There are plenty of articles about the terrible ways social media affects body image for people of all ages. And for good reason. They’re true.
Social media can be a huge body-image killjoy.
You probably already know this, even firsthand— especially if you identify as female. And Diet Culture of the United States and other Western countries just adds to the problem.
Scrolling through images of friends, acquaintances, and influencers can be a real downer, especially if you’re competitive. Who got more ‘likes,’ ‘loves,’ comments? Why did I get a thumbs-up, but she got a red heart?
Scrolling can be particularly tough on self-esteem. The same is true if you’re comparing yourself to determine who’s the hottest, most popular, or other (fill-in-the-blank)est.
Social media provides a 24/7 opportunity to compare yourself to countless others’ highlight reels and to internalize Diet Culture messages.
Social media spreads toxic Diet Culture themes, such as:
- Body dissatisfaction (for all genders, especially people who identify as LGBTQ)
- Internalization of the cultural ideal
- Disordered eating
A 2019 report suggests that more than 3 billion people are active social media users. That’s nearly half of the world’s population.
The impact of social media on how we think and behave is mind-blowing.
Keeping up with the Kardashians and with other trends, looking a certain way, and having a particular aesthetic have become a given. And social media posts communicate this loud and clear.
Social media demonstrates beautifully that “comparison is the thief of joy.”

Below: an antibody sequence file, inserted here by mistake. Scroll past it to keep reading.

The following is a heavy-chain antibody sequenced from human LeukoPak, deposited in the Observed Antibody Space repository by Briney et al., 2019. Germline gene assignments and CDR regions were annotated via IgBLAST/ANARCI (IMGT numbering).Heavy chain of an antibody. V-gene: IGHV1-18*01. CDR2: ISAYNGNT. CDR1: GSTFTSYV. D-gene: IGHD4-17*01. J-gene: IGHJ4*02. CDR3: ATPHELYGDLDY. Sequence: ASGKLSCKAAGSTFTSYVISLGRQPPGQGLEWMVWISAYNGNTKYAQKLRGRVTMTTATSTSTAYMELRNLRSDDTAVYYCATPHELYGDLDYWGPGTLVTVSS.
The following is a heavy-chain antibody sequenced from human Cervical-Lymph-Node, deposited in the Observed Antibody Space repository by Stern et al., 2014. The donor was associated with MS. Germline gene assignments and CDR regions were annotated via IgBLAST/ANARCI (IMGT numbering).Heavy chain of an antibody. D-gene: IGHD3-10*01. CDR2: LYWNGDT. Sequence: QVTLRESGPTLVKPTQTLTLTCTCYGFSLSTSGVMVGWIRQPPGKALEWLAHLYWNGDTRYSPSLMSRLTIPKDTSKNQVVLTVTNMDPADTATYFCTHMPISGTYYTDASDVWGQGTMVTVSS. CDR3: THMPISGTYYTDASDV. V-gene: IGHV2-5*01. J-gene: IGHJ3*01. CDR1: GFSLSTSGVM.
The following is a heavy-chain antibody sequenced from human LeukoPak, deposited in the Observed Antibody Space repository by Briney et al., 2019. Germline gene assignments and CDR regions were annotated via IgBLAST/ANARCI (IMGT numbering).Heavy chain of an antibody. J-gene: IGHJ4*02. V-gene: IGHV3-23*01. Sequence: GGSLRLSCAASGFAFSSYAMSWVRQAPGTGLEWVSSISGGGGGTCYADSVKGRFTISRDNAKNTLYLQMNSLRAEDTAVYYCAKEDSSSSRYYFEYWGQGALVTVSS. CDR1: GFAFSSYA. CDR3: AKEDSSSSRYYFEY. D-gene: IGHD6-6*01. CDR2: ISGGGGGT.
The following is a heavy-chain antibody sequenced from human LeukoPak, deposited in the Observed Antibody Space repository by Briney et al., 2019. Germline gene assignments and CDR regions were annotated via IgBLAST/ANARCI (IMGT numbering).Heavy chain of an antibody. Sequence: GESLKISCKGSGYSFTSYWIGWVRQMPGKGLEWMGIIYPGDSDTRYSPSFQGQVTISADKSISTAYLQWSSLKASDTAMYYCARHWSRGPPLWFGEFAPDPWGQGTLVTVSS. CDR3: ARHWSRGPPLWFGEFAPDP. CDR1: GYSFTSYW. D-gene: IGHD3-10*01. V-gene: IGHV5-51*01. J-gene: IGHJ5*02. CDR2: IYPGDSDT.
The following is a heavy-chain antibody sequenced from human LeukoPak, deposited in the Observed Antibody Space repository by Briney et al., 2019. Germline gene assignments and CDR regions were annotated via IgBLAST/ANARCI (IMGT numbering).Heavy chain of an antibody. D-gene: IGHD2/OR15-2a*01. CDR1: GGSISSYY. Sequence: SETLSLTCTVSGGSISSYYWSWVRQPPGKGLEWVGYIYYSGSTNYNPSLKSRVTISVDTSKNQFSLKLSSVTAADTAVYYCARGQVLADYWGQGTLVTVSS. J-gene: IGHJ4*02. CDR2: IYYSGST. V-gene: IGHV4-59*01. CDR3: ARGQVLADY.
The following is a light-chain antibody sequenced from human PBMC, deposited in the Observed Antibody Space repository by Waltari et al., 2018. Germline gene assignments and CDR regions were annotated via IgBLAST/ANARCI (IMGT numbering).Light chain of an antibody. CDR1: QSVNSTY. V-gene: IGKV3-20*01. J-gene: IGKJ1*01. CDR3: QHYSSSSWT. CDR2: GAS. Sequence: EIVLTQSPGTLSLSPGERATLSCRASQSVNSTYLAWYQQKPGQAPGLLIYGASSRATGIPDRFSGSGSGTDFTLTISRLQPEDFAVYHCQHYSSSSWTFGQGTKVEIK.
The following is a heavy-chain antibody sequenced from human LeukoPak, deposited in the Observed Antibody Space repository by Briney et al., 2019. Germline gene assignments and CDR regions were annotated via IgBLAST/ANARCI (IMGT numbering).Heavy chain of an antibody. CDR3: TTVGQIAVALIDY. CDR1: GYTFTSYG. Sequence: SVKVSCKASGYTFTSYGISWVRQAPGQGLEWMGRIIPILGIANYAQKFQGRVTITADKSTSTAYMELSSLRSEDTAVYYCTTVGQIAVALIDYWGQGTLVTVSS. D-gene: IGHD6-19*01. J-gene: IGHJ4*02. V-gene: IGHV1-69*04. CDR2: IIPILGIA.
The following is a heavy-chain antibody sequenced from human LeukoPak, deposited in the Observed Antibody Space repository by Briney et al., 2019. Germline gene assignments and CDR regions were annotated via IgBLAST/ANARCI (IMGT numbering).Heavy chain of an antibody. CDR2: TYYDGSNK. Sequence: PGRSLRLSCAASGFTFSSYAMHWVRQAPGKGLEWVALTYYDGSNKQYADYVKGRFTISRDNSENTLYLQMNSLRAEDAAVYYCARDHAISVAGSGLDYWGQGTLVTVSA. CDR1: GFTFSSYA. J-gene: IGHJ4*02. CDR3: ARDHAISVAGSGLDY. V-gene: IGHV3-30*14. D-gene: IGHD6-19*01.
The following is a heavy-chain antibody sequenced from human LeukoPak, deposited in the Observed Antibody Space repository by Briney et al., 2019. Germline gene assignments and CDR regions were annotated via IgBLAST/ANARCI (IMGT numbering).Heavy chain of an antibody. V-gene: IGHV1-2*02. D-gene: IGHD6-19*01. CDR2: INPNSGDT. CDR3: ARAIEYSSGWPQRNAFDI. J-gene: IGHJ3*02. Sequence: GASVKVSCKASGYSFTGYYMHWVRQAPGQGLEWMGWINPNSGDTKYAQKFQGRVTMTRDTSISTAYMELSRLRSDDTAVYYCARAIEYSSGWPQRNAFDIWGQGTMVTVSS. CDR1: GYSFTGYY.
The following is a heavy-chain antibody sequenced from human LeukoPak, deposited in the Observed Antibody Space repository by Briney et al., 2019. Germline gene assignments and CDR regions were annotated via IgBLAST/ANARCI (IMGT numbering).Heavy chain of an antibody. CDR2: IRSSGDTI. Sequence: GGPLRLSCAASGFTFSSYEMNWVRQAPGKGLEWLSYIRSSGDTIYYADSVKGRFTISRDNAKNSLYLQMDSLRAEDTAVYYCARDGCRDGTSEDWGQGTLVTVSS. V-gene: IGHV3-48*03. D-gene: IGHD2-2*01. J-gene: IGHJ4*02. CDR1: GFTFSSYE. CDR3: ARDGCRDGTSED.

Even though Teddy Roosevelt wasn’t referencing social media, his sage insight is as fitting now as it was then.
How are you using social media?
There are many different ways to use social media.
How you use social media affects body image. For example, how do you consume what other people post? Are you taking, editing, and uploading selfies? Do you follow close friends and family? Or a bunch of celebrities and influencers? Which platform do you prioritize?
Most likely you do some combination of consuming, uploading, and following.
As we said, social media is toxic for body image, largely because of the built-in comparisons it promotes.
Self-objectification is at the heart of the problem.
Self-objectification occurs when you internalize an observer’s view of your own body. (As if your body is a mound of clay to measure, shape, and control.) By viewing and treating your body as an object, you essentially scrutinize your own body in anticipation of being evaluated by others.
Your body becomes a ‘thing’/object to monitor, manage, and curate rather than a means of expressing your life.
Is viewing social media always associated with poor body image?
This is a ‘no, but.’
Social media use is consistently and positively associated with negative body image. (That’s the ‘but.’)
Scrolling through the feed of a Diet Culture-oriented fitness instructor, for example, will likely worsen body image.
However, researchers have identified some nuance in the effects of social media on body image.
For example, different social media platforms impact body image worse than others.
In fact, a recent study suggests Instagram users spend more time looking at images of people, while Facebook users spend more time looking at images without people in them. And FB users tend to read and write more content.
It’s no surprise, then, that Instagram users report more appearance comparisons than Facebook users.
Women in the study’s Instagram condition also reported thinking about their appearance significantly more than women in either the Facebook or (online game) Bejeweled conditions.
Another example in the ‘yes’ column: time spent on body positivity sites can improve body image.
Do #BoPo images really help people improve body image?
In social media language, #bopo refers to body positivity, The purpose of #bopo images is to encourage acceptance of and appreciation for all body types.
Viewing body-positive images on social media sites can be associated with improved body image. But not always.